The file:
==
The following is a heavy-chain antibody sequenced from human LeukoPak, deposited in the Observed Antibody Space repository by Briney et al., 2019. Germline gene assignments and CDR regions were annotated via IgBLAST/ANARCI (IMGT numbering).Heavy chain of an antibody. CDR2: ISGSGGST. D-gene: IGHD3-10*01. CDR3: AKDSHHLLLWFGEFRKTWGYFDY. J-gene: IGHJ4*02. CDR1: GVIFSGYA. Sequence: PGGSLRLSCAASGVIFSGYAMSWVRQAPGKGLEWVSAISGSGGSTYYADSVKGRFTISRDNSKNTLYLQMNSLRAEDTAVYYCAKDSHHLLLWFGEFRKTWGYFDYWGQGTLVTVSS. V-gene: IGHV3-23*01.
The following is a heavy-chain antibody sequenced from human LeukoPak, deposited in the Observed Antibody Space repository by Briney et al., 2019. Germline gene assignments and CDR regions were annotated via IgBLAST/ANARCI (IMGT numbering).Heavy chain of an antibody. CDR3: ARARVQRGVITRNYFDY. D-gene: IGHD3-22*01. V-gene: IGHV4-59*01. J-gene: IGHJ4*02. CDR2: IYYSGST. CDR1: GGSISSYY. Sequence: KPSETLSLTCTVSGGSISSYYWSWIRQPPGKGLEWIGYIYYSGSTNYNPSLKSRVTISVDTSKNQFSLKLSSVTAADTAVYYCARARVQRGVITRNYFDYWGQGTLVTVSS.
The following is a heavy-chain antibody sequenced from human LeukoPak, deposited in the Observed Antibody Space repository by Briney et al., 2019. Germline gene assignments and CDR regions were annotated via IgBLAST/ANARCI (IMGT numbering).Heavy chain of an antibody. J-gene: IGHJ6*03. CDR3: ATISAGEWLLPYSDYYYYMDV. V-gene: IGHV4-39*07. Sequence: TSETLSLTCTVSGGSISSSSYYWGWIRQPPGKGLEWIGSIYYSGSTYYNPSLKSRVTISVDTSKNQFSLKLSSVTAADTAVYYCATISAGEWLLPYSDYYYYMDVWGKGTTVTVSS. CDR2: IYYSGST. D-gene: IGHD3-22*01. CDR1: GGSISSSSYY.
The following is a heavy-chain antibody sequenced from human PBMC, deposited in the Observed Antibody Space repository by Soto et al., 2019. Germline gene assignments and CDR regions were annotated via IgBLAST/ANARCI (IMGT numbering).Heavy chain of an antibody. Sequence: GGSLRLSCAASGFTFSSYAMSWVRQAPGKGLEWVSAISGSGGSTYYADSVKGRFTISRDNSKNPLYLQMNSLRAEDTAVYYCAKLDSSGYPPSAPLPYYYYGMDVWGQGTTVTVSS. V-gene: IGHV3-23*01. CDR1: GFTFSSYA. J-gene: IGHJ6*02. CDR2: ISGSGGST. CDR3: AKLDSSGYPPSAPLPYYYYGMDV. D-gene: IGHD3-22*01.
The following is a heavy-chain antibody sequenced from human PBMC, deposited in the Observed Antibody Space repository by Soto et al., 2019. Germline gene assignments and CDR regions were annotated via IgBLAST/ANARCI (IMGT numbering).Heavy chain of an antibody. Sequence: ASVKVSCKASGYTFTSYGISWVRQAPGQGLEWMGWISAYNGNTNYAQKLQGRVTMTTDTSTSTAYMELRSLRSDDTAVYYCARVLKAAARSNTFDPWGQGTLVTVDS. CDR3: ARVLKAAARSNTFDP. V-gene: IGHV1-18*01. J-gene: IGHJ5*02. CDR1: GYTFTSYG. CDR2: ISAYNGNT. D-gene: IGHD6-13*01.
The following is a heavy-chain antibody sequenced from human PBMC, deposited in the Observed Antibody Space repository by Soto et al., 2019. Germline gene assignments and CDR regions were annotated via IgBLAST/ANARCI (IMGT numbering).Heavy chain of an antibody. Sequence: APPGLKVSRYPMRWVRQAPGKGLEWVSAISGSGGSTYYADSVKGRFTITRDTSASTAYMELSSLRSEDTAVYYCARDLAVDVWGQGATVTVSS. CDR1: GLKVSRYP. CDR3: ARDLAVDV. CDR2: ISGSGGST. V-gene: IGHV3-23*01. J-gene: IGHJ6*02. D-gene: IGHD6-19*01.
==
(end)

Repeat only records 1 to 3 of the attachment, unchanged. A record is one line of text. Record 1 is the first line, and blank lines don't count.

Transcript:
The following is a heavy-chain antibody sequenced from human LeukoPak, deposited in the Observed Antibody Space repository by Briney et al., 2019. Germline gene assignments and CDR regions were annotated via IgBLAST/ANARCI (IMGT numbering).Heavy chain of an antibody. CDR2: ISGSGGST. D-gene: IGHD3-10*01. CDR3: AKDSHHLLLWFGEFRKTWGYFDY. J-gene: IGHJ4*02. CDR1: GVIFSGYA. Sequence: PGGSLRLSCAASGVIFSGYAMSWVRQAPGKGLEWVSAISGSGGSTYYADSVKGRFTISRDNSKNTLYLQMNSLRAEDTAVYYCAKDSHHLLLWFGEFRKTWGYFDYWGQGTLVTVSS. V-gene: IGHV3-23*01.
The following is a heavy-chain antibody sequenced from human LeukoPak, deposited in the Observed Antibody Space repository by Briney et al., 2019. Germline gene assignments and CDR regions were annotated via IgBLAST/ANARCI (IMGT numbering).Heavy chain of an antibody. CDR3: ARARVQRGVITRNYFDY. D-gene: IGHD3-22*01. V-gene: IGHV4-59*01. J-gene: IGHJ4*02. CDR2: IYYSGST. CDR1: GGSISSYY. Sequence: KPSETLSLTCTVSGGSISSYYWSWIRQPPGKGLEWIGYIYYSGSTNYNPSLKSRVTISVDTSKNQFSLKLSSVTAADTAVYYCARARVQRGVITRNYFDYWGQGTLVTVSS.
The following is a heavy-chain antibody sequenced from human LeukoPak, deposited in the Observed Antibody Space repository by Briney et al., 2019. Germline gene assignments and CDR regions were annotated via IgBLAST/ANARCI (IMGT numbering).Heavy chain of an antibody. J-gene: IGHJ6*03. CDR3: ATISAGEWLLPYSDYYYYMDV. V-gene: IGHV4-39*07. Sequence: TSETLSLTCTVSGGSISSSSYYWGWIRQPPGKGLEWIGSIYYSGSTYYNPSLKSRVTISVDTSKNQFSLKLSSVTAADTAVYYCATISAGEWLLPYSDYYYYMDVWGKGTTVTVSS. CDR2: IYYSGST. D-gene: IGHD3-22*01. CDR1: GGSISSSSYY.